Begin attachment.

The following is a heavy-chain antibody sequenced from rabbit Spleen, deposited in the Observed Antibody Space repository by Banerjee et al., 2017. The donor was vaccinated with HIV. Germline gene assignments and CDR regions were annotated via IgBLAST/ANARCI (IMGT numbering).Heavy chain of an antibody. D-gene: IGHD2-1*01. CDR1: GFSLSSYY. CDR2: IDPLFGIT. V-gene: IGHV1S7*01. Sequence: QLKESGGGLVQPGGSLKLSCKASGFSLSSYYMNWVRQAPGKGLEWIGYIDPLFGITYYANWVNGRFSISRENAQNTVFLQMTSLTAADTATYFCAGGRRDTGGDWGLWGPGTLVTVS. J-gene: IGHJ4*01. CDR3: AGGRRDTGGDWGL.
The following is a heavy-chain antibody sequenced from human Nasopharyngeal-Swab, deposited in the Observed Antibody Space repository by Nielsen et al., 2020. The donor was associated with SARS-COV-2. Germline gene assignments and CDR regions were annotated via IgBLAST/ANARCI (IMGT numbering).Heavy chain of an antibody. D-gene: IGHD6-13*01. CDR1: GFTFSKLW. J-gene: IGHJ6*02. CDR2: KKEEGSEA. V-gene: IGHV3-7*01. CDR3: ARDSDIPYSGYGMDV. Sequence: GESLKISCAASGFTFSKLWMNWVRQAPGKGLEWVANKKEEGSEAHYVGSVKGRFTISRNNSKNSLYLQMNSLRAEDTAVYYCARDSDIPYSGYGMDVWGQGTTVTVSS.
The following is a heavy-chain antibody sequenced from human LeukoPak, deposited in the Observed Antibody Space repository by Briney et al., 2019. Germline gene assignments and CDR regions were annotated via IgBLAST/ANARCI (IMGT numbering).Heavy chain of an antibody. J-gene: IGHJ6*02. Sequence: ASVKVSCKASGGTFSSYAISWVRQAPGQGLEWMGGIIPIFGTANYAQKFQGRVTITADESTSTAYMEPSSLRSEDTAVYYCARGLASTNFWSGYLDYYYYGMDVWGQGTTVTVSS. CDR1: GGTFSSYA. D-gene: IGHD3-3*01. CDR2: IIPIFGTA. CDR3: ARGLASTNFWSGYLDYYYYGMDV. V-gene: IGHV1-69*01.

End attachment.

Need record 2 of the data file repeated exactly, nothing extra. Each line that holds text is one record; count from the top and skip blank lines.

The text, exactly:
The following is a heavy-chain antibody sequenced from human Nasopharyngeal-Swab, deposited in the Observed Antibody Space repository by Nielsen et al., 2020. The donor was associated with SARS-COV-2. Germline gene assignments and CDR regions were annotated via IgBLAST/ANARCI (IMGT numbering).Heavy chain of an antibody. D-gene: IGHD6-13*01. CDR1: GFTFSKLW. J-gene: IGHJ6*02. CDR2: KKEEGSEA. V-gene: IGHV3-7*01. CDR3: ARDSDIPYSGYGMDV. Sequence: GESLKISCAASGFTFSKLWMNWVRQAPGKGLEWVANKKEEGSEAHYVGSVKGRFTISRNNSKNSLYLQMNSLRAEDTAVYYCARDSDIPYSGYGMDVWGQGTTVTVSS.